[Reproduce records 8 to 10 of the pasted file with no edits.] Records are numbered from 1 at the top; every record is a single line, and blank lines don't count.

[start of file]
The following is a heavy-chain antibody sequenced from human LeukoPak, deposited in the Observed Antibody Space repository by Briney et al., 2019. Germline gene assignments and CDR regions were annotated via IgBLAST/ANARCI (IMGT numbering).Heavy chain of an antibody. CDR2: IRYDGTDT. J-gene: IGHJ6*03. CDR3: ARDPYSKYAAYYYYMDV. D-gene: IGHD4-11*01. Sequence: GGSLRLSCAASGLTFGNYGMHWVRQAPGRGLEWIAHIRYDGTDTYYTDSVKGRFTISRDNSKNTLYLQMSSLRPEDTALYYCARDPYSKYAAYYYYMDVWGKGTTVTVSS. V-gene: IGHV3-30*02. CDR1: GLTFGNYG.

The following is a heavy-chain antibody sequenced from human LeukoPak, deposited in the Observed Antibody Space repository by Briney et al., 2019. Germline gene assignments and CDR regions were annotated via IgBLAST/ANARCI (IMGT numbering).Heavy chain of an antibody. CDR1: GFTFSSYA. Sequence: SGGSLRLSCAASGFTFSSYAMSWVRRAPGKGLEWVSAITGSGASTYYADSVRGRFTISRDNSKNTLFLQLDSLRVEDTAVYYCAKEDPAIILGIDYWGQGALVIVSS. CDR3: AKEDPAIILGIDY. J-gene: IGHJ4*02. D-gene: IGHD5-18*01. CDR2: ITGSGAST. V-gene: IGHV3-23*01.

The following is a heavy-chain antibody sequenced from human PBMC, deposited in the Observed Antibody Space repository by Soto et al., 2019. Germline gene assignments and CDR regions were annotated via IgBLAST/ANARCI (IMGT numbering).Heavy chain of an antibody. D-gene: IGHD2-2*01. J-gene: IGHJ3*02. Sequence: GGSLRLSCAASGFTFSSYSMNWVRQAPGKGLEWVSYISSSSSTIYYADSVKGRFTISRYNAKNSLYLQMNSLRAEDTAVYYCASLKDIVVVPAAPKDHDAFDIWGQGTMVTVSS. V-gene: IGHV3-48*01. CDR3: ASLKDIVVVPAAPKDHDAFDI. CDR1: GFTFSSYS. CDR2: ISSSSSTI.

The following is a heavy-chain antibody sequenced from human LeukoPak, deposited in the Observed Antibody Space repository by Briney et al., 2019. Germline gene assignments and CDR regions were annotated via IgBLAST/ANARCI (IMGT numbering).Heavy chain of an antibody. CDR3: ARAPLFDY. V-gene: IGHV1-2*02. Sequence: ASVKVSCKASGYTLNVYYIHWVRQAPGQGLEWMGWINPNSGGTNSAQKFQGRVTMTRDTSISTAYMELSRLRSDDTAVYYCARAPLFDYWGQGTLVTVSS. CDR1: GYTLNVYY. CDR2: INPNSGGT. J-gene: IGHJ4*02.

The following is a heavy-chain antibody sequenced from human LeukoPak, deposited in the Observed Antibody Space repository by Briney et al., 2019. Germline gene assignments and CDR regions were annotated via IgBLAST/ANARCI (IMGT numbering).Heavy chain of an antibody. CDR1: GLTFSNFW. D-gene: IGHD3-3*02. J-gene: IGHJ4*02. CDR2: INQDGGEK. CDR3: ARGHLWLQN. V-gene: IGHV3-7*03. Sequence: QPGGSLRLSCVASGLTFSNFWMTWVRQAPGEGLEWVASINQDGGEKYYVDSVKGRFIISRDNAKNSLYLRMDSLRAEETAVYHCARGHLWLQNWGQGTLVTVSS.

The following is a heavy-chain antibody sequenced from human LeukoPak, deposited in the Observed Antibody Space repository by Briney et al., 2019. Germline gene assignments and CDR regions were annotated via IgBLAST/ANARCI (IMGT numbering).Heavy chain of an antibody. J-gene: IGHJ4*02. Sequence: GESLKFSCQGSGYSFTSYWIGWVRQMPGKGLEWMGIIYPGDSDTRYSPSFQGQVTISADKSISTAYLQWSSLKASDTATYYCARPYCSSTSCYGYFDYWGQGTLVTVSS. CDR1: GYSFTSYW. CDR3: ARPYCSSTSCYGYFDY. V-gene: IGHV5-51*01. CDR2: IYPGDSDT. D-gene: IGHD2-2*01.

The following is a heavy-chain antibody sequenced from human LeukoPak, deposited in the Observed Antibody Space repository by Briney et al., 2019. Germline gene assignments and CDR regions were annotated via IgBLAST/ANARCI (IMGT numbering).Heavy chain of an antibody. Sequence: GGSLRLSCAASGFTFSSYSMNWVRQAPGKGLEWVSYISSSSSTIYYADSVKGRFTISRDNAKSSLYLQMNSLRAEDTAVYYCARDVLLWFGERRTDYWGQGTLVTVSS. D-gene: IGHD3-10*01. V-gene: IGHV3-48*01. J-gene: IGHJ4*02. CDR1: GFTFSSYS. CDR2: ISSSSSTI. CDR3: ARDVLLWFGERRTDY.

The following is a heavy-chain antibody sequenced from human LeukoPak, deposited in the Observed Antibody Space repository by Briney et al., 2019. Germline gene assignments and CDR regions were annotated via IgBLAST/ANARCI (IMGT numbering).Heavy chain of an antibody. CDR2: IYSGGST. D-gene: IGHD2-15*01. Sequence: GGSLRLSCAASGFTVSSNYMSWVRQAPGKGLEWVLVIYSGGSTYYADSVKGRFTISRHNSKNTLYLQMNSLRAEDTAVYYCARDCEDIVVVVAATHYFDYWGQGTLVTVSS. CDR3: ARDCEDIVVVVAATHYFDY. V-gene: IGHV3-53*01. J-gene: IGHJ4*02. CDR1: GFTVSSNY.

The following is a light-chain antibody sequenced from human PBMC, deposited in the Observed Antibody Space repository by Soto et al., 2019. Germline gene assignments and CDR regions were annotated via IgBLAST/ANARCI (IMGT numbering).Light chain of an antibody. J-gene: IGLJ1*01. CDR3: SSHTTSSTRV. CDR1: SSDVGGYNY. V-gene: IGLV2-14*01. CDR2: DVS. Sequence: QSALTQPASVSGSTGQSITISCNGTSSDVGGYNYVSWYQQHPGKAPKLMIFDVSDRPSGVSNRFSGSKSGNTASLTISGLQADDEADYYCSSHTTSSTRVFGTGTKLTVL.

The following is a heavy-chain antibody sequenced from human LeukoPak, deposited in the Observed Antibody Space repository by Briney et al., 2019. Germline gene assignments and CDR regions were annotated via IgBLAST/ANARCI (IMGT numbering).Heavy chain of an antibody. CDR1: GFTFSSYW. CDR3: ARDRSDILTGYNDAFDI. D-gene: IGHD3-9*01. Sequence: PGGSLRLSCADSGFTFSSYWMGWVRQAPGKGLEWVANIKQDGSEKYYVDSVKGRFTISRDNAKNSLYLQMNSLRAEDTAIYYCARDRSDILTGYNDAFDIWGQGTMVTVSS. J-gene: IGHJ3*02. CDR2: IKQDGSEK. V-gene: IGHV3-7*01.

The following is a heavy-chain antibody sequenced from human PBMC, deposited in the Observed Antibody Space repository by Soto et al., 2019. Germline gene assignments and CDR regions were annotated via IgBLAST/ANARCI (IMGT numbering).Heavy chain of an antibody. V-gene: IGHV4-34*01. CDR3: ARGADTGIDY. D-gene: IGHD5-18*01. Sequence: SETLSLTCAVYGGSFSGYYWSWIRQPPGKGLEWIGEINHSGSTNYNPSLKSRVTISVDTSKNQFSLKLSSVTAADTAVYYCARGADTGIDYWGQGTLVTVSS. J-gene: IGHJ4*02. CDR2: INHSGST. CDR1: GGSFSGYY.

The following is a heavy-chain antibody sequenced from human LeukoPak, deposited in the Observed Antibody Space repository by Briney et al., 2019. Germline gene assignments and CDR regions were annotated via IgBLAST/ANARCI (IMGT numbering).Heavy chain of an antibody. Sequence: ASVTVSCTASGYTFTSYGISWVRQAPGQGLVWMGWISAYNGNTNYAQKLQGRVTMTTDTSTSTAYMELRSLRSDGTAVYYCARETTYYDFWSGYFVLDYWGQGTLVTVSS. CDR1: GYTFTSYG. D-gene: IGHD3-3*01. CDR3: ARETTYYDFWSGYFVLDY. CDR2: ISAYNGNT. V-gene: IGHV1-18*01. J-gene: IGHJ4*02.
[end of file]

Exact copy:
The following is a heavy-chain antibody sequenced from human LeukoPak, deposited in the Observed Antibody Space repository by Briney et al., 2019. Germline gene assignments and CDR regions were annotated via IgBLAST/ANARCI (IMGT numbering).Heavy chain of an antibody. CDR2: IYSGGST. D-gene: IGHD2-15*01. Sequence: GGSLRLSCAASGFTVSSNYMSWVRQAPGKGLEWVLVIYSGGSTYYADSVKGRFTISRHNSKNTLYLQMNSLRAEDTAVYYCARDCEDIVVVVAATHYFDYWGQGTLVTVSS. CDR3: ARDCEDIVVVVAATHYFDY. V-gene: IGHV3-53*01. J-gene: IGHJ4*02. CDR1: GFTVSSNY.

The following is a light-chain antibody sequenced from human PBMC, deposited in the Observed Antibody Space repository by Soto et al., 2019. Germline gene assignments and CDR regions were annotated via IgBLAST/ANARCI (IMGT numbering).Light chain of an antibody. J-gene: IGLJ1*01. CDR3: SSHTTSSTRV. CDR1: SSDVGGYNY. V-gene: IGLV2-14*01. CDR2: DVS. Sequence: QSALTQPASVSGSTGQSITISCNGTSSDVGGYNYVSWYQQHPGKAPKLMIFDVSDRPSGVSNRFSGSKSGNTASLTISGLQADDEADYYCSSHTTSSTRVFGTGTKLTVL.

The following is a heavy-chain antibody sequenced from human LeukoPak, deposited in the Observed Antibody Space repository by Briney et al., 2019. Germline gene assignments and CDR regions were annotated via IgBLAST/ANARCI (IMGT numbering).Heavy chain of an antibody. CDR1: GFTFSSYW. CDR3: ARDRSDILTGYNDAFDI. D-gene: IGHD3-9*01. Sequence: PGGSLRLSCADSGFTFSSYWMGWVRQAPGKGLEWVANIKQDGSEKYYVDSVKGRFTISRDNAKNSLYLQMNSLRAEDTAIYYCARDRSDILTGYNDAFDIWGQGTMVTVSS. J-gene: IGHJ3*02. CDR2: IKQDGSEK. V-gene: IGHV3-7*01.